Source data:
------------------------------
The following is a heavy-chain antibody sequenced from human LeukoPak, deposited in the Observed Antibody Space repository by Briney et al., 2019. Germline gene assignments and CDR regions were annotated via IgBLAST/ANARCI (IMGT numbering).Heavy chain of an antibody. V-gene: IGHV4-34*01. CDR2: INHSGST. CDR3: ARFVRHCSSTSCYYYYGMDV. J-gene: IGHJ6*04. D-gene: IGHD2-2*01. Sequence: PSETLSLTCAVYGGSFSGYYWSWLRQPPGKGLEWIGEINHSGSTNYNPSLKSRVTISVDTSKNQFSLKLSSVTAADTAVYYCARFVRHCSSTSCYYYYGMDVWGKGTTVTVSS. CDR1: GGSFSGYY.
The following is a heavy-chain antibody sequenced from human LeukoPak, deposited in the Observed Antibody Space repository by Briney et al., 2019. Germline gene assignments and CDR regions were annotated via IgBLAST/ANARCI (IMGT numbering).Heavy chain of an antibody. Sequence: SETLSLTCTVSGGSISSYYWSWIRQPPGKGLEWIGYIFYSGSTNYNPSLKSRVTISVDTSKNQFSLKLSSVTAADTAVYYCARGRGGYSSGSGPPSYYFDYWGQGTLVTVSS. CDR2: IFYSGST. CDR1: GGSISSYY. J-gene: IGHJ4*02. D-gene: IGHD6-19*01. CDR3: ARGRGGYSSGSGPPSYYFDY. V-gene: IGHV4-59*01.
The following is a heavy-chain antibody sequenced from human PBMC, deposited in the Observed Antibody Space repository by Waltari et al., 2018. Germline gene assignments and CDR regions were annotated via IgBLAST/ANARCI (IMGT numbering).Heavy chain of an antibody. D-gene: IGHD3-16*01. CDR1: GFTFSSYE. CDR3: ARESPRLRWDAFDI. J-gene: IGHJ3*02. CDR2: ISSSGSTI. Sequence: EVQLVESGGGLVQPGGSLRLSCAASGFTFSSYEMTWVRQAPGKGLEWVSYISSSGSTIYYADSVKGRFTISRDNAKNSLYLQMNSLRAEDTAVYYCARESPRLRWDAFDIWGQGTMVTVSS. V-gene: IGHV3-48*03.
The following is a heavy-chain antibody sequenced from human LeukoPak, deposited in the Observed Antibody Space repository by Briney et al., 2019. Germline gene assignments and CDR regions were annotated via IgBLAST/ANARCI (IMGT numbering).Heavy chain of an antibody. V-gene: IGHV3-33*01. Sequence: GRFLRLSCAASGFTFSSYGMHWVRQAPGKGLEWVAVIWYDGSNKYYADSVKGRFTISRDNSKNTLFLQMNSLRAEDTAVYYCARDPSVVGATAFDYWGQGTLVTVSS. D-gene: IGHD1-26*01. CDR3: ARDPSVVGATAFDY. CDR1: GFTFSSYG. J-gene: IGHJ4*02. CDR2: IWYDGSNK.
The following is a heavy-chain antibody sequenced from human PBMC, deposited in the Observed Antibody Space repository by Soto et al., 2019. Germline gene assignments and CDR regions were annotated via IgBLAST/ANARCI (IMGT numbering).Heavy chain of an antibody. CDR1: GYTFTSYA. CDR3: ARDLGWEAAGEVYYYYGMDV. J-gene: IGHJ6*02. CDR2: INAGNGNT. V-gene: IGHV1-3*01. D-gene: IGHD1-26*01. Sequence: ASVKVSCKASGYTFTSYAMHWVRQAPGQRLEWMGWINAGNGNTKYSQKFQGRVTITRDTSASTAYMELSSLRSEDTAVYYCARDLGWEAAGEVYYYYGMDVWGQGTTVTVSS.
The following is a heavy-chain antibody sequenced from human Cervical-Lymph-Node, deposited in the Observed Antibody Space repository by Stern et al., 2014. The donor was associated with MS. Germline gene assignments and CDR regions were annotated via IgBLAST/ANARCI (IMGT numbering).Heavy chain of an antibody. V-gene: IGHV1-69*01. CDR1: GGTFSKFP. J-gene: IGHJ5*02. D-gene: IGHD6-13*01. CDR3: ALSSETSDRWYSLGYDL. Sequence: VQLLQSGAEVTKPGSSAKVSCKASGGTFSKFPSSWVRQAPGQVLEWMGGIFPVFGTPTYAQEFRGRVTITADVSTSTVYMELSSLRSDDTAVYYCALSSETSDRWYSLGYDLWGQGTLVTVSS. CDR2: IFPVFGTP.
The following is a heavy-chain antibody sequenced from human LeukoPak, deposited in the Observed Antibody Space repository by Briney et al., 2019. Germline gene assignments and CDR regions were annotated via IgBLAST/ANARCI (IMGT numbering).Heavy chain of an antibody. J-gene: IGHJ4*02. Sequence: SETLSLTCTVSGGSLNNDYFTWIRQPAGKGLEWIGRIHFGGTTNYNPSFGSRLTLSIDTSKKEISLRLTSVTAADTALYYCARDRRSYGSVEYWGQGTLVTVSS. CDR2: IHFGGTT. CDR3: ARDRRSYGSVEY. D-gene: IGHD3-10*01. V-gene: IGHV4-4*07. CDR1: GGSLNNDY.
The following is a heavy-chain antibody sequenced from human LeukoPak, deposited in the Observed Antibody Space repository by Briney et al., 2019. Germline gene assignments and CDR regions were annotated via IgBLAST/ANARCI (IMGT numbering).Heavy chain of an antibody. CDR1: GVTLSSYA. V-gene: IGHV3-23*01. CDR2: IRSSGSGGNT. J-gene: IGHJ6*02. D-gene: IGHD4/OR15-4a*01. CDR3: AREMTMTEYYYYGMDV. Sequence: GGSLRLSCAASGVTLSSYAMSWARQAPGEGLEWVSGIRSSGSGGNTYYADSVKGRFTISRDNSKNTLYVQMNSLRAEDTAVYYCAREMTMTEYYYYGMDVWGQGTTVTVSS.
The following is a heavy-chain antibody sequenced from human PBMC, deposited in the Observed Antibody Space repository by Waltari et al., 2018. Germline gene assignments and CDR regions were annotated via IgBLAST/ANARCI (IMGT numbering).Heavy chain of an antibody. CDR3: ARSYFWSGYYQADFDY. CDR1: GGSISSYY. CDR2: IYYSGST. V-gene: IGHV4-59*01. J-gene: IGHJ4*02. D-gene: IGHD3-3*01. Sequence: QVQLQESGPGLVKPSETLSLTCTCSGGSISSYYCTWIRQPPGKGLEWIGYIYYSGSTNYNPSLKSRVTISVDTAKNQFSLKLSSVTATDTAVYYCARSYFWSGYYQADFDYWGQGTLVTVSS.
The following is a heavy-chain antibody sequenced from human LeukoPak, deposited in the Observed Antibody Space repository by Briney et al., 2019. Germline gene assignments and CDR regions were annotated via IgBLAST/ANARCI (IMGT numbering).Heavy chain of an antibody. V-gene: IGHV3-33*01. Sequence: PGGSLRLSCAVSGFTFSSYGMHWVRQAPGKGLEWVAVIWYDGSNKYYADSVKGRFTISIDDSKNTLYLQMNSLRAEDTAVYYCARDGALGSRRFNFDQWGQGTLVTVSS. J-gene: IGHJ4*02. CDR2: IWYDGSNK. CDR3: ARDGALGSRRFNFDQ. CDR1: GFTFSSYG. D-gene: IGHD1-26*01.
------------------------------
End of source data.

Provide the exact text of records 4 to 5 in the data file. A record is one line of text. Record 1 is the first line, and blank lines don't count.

The following is a heavy-chain antibody sequenced from human LeukoPak, deposited in the Observed Antibody Space repository by Briney et al., 2019. Germline gene assignments and CDR regions were annotated via IgBLAST/ANARCI (IMGT numbering).Heavy chain of an antibody. V-gene: IGHV3-33*01. Sequence: GRFLRLSCAASGFTFSSYGMHWVRQAPGKGLEWVAVIWYDGSNKYYADSVKGRFTISRDNSKNTLFLQMNSLRAEDTAVYYCARDPSVVGATAFDYWGQGTLVTVSS. D-gene: IGHD1-26*01. CDR3: ARDPSVVGATAFDY. CDR1: GFTFSSYG. J-gene: IGHJ4*02. CDR2: IWYDGSNK.
The following is a heavy-chain antibody sequenced from human PBMC, deposited in the Observed Antibody Space repository by Soto et al., 2019. Germline gene assignments and CDR regions were annotated via IgBLAST/ANARCI (IMGT numbering).Heavy chain of an antibody. CDR1: GYTFTSYA. CDR3: ARDLGWEAAGEVYYYYGMDV. J-gene: IGHJ6*02. CDR2: INAGNGNT. V-gene: IGHV1-3*01. D-gene: IGHD1-26*01. Sequence: ASVKVSCKASGYTFTSYAMHWVRQAPGQRLEWMGWINAGNGNTKYSQKFQGRVTITRDTSASTAYMELSSLRSEDTAVYYCARDLGWEAAGEVYYYYGMDVWGQGTTVTVSS.